As the editor-in-chief of the do-it-yourself magazine Make, I've met scores of dedicated makers. They come from all walks of life -- rich, poor, young, old, male, female, religious, atheist, liberal, conservative. They're as varied as the things they make: kites with cameras, homebrew biodiesel, treehouses with ziplines, cigar box guitars, remote-control lawnmowers, automatic cat-feeders, high-altitude water rockets, robotic blimps, worm composting systems, stylish plywood furniture, pinhole cameras, experimental surfboards, solar water heaters, portable drive-in movie projectors -- there's no limit to their aspirations. And while no two DIYers are alike, in general they're an upbeat and friendly group that shares a special trait: the courage to screw up.
Being able to accept, even embrace, your mistakes is far from easy. In school, we learn that mistakes translate into bad grades. This unfortunate lesson gets burned into our brains, and we go through life shunning challenges that might end in failure. But DIYers not only accept the inevitability of mistakes, they welcome them, because they know that mistakes are a source of inspiration and the most effective way to learn. The latest research in neuroscience supports this idea.
Through my own DIY efforts, which I chronicle in my new book, Made By Hand: Searching for Meaning in a Throwaway World (Portfolio), I've gotten better at facing my own fear of mistakes. For the past couple of years, I've spent time with my favorite "Alpha makers" to learn how they do what they do. I've never been very handy myself, but since making the decision to take a more active role in the world around me, I've begun raising chickens (in a coop I built myself), keeping bees (lured out of the attic of my new house and into a full-scale hive), and growing vegetables (where my lawn used to be). I've hacked my espresso maker for the perfect brew, built musical instruments for impromptu home concerts, erected a treehouse for my daughters, and tutored them in the sorts of hands-on skills our schools desperately need to teach, but don't.
Along the way, I've made an astronomical number of blunders. But the broken tools, barked knuckles, wasted materials, and countless trips to the hardware store have been a small price to pay for the fun and fulfillment my family and I have experienced. From my own DIY experiences and from researching the lives of other DIYers, I've discovered five benefits you gain from having the courage to screw up:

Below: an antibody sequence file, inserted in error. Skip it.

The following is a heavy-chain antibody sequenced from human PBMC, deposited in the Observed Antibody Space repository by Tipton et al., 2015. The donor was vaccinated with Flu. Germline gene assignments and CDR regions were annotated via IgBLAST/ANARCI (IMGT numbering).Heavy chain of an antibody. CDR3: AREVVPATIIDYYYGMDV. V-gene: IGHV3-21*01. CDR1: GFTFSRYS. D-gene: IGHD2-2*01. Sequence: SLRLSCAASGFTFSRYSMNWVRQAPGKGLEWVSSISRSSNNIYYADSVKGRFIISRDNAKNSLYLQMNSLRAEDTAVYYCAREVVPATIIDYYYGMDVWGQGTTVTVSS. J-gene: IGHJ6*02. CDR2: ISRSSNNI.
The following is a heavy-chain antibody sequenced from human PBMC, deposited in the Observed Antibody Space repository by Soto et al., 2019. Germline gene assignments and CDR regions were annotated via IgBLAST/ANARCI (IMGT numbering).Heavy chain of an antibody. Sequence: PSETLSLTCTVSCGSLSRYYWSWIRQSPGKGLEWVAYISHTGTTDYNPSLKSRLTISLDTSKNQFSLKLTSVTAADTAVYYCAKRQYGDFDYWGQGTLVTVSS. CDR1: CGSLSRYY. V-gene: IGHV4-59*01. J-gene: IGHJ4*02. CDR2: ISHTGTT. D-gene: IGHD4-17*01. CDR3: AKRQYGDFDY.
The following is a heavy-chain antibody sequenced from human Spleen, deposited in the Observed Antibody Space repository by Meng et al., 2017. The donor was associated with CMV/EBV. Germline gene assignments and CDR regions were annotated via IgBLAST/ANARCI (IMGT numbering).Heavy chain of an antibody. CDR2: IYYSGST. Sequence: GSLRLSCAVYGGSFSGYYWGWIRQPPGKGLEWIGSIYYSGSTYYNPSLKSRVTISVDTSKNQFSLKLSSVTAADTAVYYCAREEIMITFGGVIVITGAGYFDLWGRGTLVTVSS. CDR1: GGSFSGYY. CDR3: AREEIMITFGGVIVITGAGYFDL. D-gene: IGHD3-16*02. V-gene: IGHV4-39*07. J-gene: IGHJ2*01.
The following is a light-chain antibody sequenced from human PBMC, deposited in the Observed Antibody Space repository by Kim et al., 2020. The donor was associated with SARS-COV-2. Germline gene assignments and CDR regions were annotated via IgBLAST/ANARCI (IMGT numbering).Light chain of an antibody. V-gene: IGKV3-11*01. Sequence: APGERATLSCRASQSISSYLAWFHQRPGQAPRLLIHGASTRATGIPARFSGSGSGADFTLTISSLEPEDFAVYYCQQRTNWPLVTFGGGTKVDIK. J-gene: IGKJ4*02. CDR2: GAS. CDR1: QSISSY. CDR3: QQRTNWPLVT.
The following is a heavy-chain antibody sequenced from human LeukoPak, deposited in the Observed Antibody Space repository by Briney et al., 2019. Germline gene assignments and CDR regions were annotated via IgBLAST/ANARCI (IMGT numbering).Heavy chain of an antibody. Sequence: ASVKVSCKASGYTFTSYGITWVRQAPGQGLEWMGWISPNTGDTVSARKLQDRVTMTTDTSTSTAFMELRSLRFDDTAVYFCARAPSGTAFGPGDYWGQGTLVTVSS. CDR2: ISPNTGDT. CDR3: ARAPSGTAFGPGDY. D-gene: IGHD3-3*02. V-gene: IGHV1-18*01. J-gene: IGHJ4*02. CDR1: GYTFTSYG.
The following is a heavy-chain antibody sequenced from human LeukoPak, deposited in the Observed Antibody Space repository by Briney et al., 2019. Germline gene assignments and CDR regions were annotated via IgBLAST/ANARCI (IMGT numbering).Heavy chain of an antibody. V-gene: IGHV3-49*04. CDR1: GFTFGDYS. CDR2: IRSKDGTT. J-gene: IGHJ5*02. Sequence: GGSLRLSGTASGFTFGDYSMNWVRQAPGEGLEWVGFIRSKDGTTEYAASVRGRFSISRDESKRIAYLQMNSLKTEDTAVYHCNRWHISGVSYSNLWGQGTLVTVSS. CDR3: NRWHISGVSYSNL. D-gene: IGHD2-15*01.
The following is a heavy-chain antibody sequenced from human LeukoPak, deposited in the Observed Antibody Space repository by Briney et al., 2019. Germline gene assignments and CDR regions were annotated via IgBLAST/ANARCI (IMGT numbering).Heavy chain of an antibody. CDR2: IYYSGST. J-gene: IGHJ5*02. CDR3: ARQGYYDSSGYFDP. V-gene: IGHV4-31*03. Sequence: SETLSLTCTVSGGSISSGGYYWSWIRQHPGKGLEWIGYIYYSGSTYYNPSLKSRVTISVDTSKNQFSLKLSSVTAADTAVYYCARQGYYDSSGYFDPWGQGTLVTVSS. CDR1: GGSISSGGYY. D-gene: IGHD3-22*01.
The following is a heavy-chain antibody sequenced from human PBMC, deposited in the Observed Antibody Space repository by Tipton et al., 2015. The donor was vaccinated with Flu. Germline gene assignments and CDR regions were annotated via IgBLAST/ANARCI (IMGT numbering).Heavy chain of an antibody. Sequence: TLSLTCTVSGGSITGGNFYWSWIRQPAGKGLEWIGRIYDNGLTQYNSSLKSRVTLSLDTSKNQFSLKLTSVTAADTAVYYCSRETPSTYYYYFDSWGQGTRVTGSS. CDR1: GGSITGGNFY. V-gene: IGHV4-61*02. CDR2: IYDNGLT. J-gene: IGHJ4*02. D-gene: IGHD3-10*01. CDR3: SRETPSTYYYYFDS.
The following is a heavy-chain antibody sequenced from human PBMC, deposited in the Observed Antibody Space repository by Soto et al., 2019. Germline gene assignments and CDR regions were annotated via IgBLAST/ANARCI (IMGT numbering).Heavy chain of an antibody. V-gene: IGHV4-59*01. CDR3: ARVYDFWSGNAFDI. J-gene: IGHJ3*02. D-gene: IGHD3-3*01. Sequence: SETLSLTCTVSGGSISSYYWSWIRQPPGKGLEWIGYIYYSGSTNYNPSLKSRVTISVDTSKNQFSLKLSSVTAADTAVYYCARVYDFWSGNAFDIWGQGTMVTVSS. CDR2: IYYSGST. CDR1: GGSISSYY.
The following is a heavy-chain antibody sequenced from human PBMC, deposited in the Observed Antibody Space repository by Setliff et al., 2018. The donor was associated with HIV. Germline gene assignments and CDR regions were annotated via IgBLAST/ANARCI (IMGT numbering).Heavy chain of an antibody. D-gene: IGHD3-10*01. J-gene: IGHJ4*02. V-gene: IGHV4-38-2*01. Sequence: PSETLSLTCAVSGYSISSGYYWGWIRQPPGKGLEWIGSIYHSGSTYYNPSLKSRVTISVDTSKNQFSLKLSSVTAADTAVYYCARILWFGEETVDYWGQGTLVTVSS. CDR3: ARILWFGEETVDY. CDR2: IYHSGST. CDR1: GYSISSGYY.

- A deeper connection to the things that keep us alive and well. The human-made world is mostly beyond our comprehension. Our daily survival depends on seemingly magical gizmos that provide our food, water, clothing, comfort, transportation, education, well-being, and amusement. But you can make your world a little less confounding by sewing your own clothes, raising chickens, growing vegetables, teaching your children, and doing other activities that put you in touch with the processes of life. In addition, the things you make reflect your personality and have a special meaning. You share a connection with them every time you use them, and you appreciate them in a different way than you do store-bought things. This is why gifts of hand-made preserves, blankets, and furniture are so cherished. You are sharing a part of yourself with the recipient of your gift; they will value the time and effort you put into making something for them with your own hands far more than what it would have took to pick up a gift card at the mall.
The DIY movement is growing every year, with no signs of slowing down. In May, Make held its fifth annual Maker Faire in San Mateo, California, where 95,000 people came to celebrate the unique rewards of DIY. This year, Maker Faire is also coming to Detroit and New York. I hope you can come and participate in the transformative power of DIY.
Mark Frauenfelder is the editor-in-chief of Make magazine, and the founder of the popular Boing Boing blog. He was an editor at Wired from 1993-1998, and is the author of six books. His latest book is Made By Hand: Searching for Meaning in a Throwaway World.
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